# Cauchy criterion, harmonic series and the Riemann-zeta function

Let \( (a_n)_{n=1}^{\infty} \) be a decreasing sequence of non-negative real numbers. Then the series \( \sum_{n=1}^{\infty}a_n \) is convergent if and only if the series

is convergent. This is the Cauchy criterion.

### Harmonic series

The Cauchy criterion can be used to show that the Harmonic series, \( \sum_{n=1}^{\infty}\frac{1}{n} \), is divergent. Yet \( \sum_{n=1}^{\infty}\frac{1}{n^2} \) is convergent.

### Riemann-zeta function

The quantity \( \sum_{n=1}^{\infty}\frac{1}{q^n} \) is called the *Riemann-zeta function* of q and is denoted by \( \zeta(q) \).
This function is very important in number theory in particular for investigating the distribution of primes. There is a famous
unsolved problem regarding this function called the *Riemann hypothesis*.

An interesting feature of this criterion is that it only uses a small number of elements of the sequence \( a_n \) (namely, those elements whose index is a power of 2, \( n = 2_k \text{ for some integer k > 0} \)) in order to deterimen whether the whole series is convergent or not.

### Intuition

There is a visual/geometric understanding that makes the mechanism of the proof clear. See the drawing below.

The Cauchy Criterion introduces the idea of bunching together segments of the sum to make a new sum, and by clever bunching we can see if the series is decreasing fast enough for the sum to converge.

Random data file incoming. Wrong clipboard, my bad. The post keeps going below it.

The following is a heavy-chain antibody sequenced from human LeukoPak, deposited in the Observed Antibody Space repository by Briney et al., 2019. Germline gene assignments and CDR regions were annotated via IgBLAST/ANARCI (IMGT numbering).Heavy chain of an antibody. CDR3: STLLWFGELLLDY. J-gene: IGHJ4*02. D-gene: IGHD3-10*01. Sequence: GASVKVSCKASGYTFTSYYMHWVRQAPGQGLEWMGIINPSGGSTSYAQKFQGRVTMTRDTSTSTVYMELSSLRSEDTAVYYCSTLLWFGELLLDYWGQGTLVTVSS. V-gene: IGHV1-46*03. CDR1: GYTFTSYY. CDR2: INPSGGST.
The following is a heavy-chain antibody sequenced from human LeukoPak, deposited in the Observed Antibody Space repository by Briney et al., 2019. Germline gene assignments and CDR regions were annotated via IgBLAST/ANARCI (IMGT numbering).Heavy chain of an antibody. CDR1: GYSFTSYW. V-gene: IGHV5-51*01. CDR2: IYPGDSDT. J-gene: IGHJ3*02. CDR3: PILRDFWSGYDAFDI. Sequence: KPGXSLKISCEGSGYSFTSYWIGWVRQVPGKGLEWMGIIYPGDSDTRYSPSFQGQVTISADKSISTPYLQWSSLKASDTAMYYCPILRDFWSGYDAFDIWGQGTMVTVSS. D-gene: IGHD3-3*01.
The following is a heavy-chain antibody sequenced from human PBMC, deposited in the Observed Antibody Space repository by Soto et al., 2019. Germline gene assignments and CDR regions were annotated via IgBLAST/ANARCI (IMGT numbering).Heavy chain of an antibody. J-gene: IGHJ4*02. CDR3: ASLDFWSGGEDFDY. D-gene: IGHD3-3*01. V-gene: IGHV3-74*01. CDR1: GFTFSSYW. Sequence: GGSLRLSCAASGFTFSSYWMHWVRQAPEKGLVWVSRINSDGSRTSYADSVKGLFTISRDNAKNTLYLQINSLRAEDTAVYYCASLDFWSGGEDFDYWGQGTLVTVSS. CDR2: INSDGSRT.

I think it is correct to say that if a series diverges, then there will exist a bunching of the sum such that each bunch is greater than some constant. This idea can be seen a bit more clearly if you try and create a clever bunching for the sum \( \sum_{n=1}^{\infty}\frac{1}{n^2} \)—you will find that there is no bunching that will work to form a constant, instead the bunches will keep getting smaller.

### Proof

The proof of this is not short. The book has a more consise approach than what I took. The first half of my approach is:

### Example

### Divergence of the harmonic series

The proof of the following proposition is an example of the application of the Cauchy criterion.

Let \( q > 0 \) be a rational number. Then the series \( \sum_{n=1}^{\infty} \frac{1}{n^q} \) is convergent when \( q > 1 \) and divergent when \( q \le 1 \).

A particular divergent case of this series is the *harmonic series*: \( \sum_{n=1}^{\infty} \frac{1}{n} \). In comparison,
\( \sum_{n=1}^{\infty} \frac{1}{n^2} \) is convergent.

#### Proof

The sequence \( (\frac{1}{n^q})_{n=1}^{\infty} \) is non-negative and decreasing (by Lemma 5.6.9 d), and so the Cauchy criterion applies. Thus, the sequence is convergent if and only if

is convergent. By the laws of exponentiation we can rewrite this as

This is a geometric series (\( \sum_{k=0}^{\infty}x^k \)) and converges if and only if \( |x| < 1 \). Thus our original \( \sum_{n=1}^{\infty} \frac{1}{n^q} \) will converge if and only if \( |2^{1-q}| < 1 \), which happens if and only if \( q > 1 \) (why?).